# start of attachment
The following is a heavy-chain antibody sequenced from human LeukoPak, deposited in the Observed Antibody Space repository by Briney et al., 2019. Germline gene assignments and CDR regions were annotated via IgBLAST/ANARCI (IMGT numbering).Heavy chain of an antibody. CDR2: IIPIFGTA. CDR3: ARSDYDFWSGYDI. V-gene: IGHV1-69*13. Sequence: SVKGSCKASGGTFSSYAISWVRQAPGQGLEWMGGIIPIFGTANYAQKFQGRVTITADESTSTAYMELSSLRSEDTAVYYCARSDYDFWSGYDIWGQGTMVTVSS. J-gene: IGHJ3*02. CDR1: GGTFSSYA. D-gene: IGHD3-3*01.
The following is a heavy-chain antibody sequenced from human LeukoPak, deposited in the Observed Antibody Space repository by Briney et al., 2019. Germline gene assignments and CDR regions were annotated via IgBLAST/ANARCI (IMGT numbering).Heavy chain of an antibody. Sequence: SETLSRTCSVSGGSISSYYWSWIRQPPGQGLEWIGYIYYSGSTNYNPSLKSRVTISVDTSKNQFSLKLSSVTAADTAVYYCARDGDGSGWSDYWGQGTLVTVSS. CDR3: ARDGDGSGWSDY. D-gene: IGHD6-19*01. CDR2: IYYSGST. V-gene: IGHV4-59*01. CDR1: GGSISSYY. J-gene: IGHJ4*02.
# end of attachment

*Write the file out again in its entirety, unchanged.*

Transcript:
The following is a heavy-chain antibody sequenced from human LeukoPak, deposited in the Observed Antibody Space repository by Briney et al., 2019. Germline gene assignments and CDR regions were annotated via IgBLAST/ANARCI (IMGT numbering).Heavy chain of an antibody. CDR2: IIPIFGTA. CDR3: ARSDYDFWSGYDI. V-gene: IGHV1-69*13. Sequence: SVKGSCKASGGTFSSYAISWVRQAPGQGLEWMGGIIPIFGTANYAQKFQGRVTITADESTSTAYMELSSLRSEDTAVYYCARSDYDFWSGYDIWGQGTMVTVSS. J-gene: IGHJ3*02. CDR1: GGTFSSYA. D-gene: IGHD3-3*01.
The following is a heavy-chain antibody sequenced from human LeukoPak, deposited in the Observed Antibody Space repository by Briney et al., 2019. Germline gene assignments and CDR regions were annotated via IgBLAST/ANARCI (IMGT numbering).Heavy chain of an antibody. Sequence: SETLSRTCSVSGGSISSYYWSWIRQPPGQGLEWIGYIYYSGSTNYNPSLKSRVTISVDTSKNQFSLKLSSVTAADTAVYYCARDGDGSGWSDYWGQGTLVTVSS. CDR3: ARDGDGSGWSDY. D-gene: IGHD6-19*01. CDR2: IYYSGST. V-gene: IGHV4-59*01. CDR1: GGSISSYY. J-gene: IGHJ4*02.